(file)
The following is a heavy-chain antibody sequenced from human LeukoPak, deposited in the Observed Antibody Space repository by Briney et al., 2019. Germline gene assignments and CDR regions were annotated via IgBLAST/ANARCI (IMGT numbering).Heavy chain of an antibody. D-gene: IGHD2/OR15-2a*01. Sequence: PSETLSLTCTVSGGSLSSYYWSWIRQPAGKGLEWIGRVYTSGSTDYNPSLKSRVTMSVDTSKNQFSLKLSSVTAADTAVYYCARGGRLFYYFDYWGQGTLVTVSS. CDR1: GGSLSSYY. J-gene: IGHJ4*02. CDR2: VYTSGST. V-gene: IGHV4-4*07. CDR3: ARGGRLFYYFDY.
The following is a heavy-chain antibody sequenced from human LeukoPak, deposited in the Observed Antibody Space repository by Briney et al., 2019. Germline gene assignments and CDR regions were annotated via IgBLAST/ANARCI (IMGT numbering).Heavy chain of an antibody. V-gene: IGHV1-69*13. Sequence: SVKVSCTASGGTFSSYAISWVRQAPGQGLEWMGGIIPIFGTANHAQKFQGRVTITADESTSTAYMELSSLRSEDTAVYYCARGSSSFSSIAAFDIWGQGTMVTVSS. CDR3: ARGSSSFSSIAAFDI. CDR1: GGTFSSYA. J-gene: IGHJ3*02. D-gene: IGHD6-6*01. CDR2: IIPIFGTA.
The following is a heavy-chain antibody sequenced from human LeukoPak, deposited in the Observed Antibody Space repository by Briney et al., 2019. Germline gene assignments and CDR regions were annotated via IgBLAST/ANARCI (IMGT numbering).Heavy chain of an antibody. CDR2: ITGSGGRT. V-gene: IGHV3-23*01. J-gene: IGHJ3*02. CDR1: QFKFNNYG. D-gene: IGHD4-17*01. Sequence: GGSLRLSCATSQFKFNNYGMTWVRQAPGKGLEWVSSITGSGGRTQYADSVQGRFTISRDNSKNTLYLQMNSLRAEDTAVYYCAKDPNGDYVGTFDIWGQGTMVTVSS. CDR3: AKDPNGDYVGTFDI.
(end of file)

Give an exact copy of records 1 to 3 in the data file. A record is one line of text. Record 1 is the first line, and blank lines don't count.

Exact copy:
The following is a heavy-chain antibody sequenced from human LeukoPak, deposited in the Observed Antibody Space repository by Briney et al., 2019. Germline gene assignments and CDR regions were annotated via IgBLAST/ANARCI (IMGT numbering).Heavy chain of an antibody. D-gene: IGHD2/OR15-2a*01. Sequence: PSETLSLTCTVSGGSLSSYYWSWIRQPAGKGLEWIGRVYTSGSTDYNPSLKSRVTMSVDTSKNQFSLKLSSVTAADTAVYYCARGGRLFYYFDYWGQGTLVTVSS. CDR1: GGSLSSYY. J-gene: IGHJ4*02. CDR2: VYTSGST. V-gene: IGHV4-4*07. CDR3: ARGGRLFYYFDY.
The following is a heavy-chain antibody sequenced from human LeukoPak, deposited in the Observed Antibody Space repository by Briney et al., 2019. Germline gene assignments and CDR regions were annotated via IgBLAST/ANARCI (IMGT numbering).Heavy chain of an antibody. V-gene: IGHV1-69*13. Sequence: SVKVSCTASGGTFSSYAISWVRQAPGQGLEWMGGIIPIFGTANHAQKFQGRVTITADESTSTAYMELSSLRSEDTAVYYCARGSSSFSSIAAFDIWGQGTMVTVSS. CDR3: ARGSSSFSSIAAFDI. CDR1: GGTFSSYA. J-gene: IGHJ3*02. D-gene: IGHD6-6*01. CDR2: IIPIFGTA.
The following is a heavy-chain antibody sequenced from human LeukoPak, deposited in the Observed Antibody Space repository by Briney et al., 2019. Germline gene assignments and CDR regions were annotated via IgBLAST/ANARCI (IMGT numbering).Heavy chain of an antibody. CDR2: ITGSGGRT. V-gene: IGHV3-23*01. J-gene: IGHJ3*02. CDR1: QFKFNNYG. D-gene: IGHD4-17*01. Sequence: GGSLRLSCATSQFKFNNYGMTWVRQAPGKGLEWVSSITGSGGRTQYADSVQGRFTISRDNSKNTLYLQMNSLRAEDTAVYYCAKDPNGDYVGTFDIWGQGTMVTVSS. CDR3: AKDPNGDYVGTFDI.